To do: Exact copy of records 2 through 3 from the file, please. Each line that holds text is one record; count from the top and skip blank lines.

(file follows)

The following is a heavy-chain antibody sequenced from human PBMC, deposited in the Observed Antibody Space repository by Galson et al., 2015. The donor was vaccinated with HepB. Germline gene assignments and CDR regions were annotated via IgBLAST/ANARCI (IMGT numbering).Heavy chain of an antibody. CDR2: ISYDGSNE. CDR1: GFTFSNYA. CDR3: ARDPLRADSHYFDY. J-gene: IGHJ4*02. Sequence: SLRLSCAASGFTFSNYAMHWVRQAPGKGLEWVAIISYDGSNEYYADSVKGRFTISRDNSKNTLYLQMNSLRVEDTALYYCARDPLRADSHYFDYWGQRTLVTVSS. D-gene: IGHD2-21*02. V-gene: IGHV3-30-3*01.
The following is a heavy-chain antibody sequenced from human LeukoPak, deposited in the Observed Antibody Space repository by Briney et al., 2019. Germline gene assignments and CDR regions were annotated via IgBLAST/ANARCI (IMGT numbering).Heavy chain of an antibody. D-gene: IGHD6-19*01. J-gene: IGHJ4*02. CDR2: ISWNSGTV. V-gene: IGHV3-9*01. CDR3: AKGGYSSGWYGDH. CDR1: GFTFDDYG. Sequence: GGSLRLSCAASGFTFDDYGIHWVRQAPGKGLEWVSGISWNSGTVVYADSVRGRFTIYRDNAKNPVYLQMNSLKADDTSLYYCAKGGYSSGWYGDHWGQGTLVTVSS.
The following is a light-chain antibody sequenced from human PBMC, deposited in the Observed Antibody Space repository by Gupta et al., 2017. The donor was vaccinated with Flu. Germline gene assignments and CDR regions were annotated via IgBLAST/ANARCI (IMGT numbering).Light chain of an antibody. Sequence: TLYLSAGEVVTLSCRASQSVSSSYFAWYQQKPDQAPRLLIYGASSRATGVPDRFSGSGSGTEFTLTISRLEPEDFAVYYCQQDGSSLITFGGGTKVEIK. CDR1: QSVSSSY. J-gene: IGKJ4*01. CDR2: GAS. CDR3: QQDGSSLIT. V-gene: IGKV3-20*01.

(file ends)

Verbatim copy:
The following is a heavy-chain antibody sequenced from human LeukoPak, deposited in the Observed Antibody Space repository by Briney et al., 2019. Germline gene assignments and CDR regions were annotated via IgBLAST/ANARCI (IMGT numbering).Heavy chain of an antibody. D-gene: IGHD6-19*01. J-gene: IGHJ4*02. CDR2: ISWNSGTV. V-gene: IGHV3-9*01. CDR3: AKGGYSSGWYGDH. CDR1: GFTFDDYG. Sequence: GGSLRLSCAASGFTFDDYGIHWVRQAPGKGLEWVSGISWNSGTVVYADSVRGRFTIYRDNAKNPVYLQMNSLKADDTSLYYCAKGGYSSGWYGDHWGQGTLVTVSS.
The following is a light-chain antibody sequenced from human PBMC, deposited in the Observed Antibody Space repository by Gupta et al., 2017. The donor was vaccinated with Flu. Germline gene assignments and CDR regions were annotated via IgBLAST/ANARCI (IMGT numbering).Light chain of an antibody. Sequence: TLYLSAGEVVTLSCRASQSVSSSYFAWYQQKPDQAPRLLIYGASSRATGVPDRFSGSGSGTEFTLTISRLEPEDFAVYYCQQDGSSLITFGGGTKVEIK. CDR1: QSVSSSY. J-gene: IGKJ4*01. CDR2: GAS. CDR3: QQDGSSLIT. V-gene: IGKV3-20*01.